Essays and Sketches 2, by John Henry Newman
If Apologia Pro Vita Sua is a work whose greatness I can easily understand and whose approach I can wholeheartedly agree with, that is less the case here than it was earlier. This book marks a transition between the early High Anglican thinking that Newman had as part of the Oxford movement and then his conversion to Catholicism. Indeed, from this book we can see from Newman’s own writings that he was a Catholic before he was a Roman Catholic and that his interests in certain matters that were of central importance to Roman Catholics (such as apostolic succession and Catholicity and the thinking of the Apostolic and early Hellenistic Church Fathers) but of peripheral at best interest to Anglicans certainly conditioned him to gradually accept that he was in fact a Catholic. If he was not the Catholic he would later become, this book shows how gradual that process was and how much Newman sought to retrospectively discuss the shift in his thinking, which at times can be humorous and at times is not strictly necessary at all. If this book is not as enjoyable it could have been there are still some interesting essays here for those who are interested.
This particular book is a bit more than 350 pages long and it is divided into several sections and contains writing over the course of 15 years or so, although there is a big gap in it, presumably dealing with the author’s religious conversion and its consequences. The book begins with an introduction that frames the context of the works included in this volume. After that there is an essay on the theology of St. Ignatius, which the author takes to be genuinely apostolic rather than as sign of the early Hellenistic Church being in operation (1). The author then writes a lengthy discussion about the Catholicity of the Anglican Church which demonstrates that Newman was a Catholic before he was a Roman Catholic, and that includes a lot of notes that discuss the changes of the author’s thinking and his wish to explain what he was going about in this earlier work (2). After that there is a discussion on private judgment (3), a discussion which brings up the author’s thinking about authority when it comes to the interpretation of scripture. The Tamworth Reading room then contains various essays which critique the role of secular education as it relates to moral and religious matters (4), and the author discusses critics of the faith by responding to Milman’s view of Christianity (5), whoever Milman is. The book then ends with some selections from the author’s thoughts on the rise and progress of universities (6), written in praise of efforts to encourage higher education among the Catholic population of Ireland.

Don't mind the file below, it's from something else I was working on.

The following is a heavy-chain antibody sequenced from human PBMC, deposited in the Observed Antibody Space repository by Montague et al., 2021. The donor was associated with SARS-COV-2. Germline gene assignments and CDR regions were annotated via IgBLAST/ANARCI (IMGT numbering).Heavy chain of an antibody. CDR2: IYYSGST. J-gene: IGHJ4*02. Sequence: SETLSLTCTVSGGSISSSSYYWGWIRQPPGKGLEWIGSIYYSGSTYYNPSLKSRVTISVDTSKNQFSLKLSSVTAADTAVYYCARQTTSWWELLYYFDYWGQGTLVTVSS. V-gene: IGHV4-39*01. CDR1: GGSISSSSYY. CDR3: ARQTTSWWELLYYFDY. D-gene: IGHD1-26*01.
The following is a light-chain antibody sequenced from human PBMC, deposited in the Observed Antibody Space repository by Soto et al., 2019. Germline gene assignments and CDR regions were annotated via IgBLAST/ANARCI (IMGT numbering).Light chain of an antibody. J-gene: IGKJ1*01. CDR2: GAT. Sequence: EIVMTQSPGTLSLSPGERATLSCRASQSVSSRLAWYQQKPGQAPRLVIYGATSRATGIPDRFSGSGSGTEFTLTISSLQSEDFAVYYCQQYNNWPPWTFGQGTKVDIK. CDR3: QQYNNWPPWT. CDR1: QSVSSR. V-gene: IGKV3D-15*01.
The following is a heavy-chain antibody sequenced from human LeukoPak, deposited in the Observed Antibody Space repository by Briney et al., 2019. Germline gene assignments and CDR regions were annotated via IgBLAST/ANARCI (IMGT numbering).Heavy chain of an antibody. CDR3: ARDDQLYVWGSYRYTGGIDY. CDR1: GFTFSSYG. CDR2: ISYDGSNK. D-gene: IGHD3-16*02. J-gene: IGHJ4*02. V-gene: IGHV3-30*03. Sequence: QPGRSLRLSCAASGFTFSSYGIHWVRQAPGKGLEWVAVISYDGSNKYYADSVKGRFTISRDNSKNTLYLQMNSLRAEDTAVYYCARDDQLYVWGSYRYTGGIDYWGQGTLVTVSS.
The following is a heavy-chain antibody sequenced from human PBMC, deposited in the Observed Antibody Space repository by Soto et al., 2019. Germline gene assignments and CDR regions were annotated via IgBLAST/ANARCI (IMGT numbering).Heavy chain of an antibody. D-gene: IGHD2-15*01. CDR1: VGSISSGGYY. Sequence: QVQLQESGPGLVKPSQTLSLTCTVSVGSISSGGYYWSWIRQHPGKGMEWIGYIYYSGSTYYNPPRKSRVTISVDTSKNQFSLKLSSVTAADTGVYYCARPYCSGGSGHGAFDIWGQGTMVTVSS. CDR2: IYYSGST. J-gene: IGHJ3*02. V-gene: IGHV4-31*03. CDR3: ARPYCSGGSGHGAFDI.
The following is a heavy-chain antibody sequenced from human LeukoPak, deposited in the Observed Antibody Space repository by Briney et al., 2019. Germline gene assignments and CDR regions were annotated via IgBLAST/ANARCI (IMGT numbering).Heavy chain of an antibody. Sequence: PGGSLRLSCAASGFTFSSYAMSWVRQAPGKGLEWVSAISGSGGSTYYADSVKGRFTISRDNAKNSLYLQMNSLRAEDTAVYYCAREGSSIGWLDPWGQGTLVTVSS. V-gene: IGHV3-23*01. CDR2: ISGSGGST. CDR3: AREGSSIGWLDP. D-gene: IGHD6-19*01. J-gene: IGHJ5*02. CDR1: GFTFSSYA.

Among the more fascinating tensions within this book regards the author’s thoughts about education. In his essays as part of the Tamworth Reading Room series, the author is eloquent on the limits of secular education. He talks about how such an education is not a principle of social unity but rather tends to unbelief without personal religion. Similarly, he talks about the limits of secular education with regards to being a direct means of moral improvement, none of which I would personally disagree with. However, later on the author discusses the rise and progress of universities and encourages the development of an Irish university, by which one presumes from his previous writing that it will be deeply connected with religion, despite the fact that whatever the piety of the founders of universities, universities as institutions have a hard time remaining pious because the goal of popularity within the secular academic world tends to pull away administrators and professors from the religious aims that they originally sought, and eventually to lead to many educational institutions, even seminaries, encouraging unbelief rather than deeper belief in their students. One wonders if Newman was aware of this tension or had thought of how it was that the idea of a university could be put into practice without this evil tendency showing up.